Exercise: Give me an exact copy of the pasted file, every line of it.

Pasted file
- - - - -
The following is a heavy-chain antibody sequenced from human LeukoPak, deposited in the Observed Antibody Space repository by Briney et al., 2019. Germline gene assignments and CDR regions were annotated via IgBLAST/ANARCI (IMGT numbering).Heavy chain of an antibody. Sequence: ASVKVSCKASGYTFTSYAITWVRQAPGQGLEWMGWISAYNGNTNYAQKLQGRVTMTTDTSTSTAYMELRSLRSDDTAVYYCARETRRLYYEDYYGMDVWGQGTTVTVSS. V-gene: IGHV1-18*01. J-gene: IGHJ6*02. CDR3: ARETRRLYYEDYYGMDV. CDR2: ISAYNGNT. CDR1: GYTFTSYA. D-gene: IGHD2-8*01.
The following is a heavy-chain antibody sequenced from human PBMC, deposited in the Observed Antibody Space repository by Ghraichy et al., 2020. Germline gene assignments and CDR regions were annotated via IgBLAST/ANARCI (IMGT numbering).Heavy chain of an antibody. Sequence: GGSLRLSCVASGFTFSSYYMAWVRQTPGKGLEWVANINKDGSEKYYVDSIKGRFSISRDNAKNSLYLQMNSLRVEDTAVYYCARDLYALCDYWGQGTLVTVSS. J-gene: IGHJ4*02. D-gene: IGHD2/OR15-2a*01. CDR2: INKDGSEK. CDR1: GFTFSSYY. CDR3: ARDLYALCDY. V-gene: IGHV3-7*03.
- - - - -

The following is a heavy-chain antibody sequenced from human LeukoPak, deposited in the Observed Antibody Space repository by Briney et al., 2019. Germline gene assignments and CDR regions were annotated via IgBLAST/ANARCI (IMGT numbering).Heavy chain of an antibody. Sequence: ASVKVSCKASGYTFTSYAITWVRQAPGQGLEWMGWISAYNGNTNYAQKLQGRVTMTTDTSTSTAYMELRSLRSDDTAVYYCARETRRLYYEDYYGMDVWGQGTTVTVSS. V-gene: IGHV1-18*01. J-gene: IGHJ6*02. CDR3: ARETRRLYYEDYYGMDV. CDR2: ISAYNGNT. CDR1: GYTFTSYA. D-gene: IGHD2-8*01.
The following is a heavy-chain antibody sequenced from human PBMC, deposited in the Observed Antibody Space repository by Ghraichy et al., 2020. Germline gene assignments and CDR regions were annotated via IgBLAST/ANARCI (IMGT numbering).Heavy chain of an antibody. Sequence: GGSLRLSCVASGFTFSSYYMAWVRQTPGKGLEWVANINKDGSEKYYVDSIKGRFSISRDNAKNSLYLQMNSLRVEDTAVYYCARDLYALCDYWGQGTLVTVSS. J-gene: IGHJ4*02. D-gene: IGHD2/OR15-2a*01. CDR2: INKDGSEK. CDR1: GFTFSSYY. CDR3: ARDLYALCDY. V-gene: IGHV3-7*03.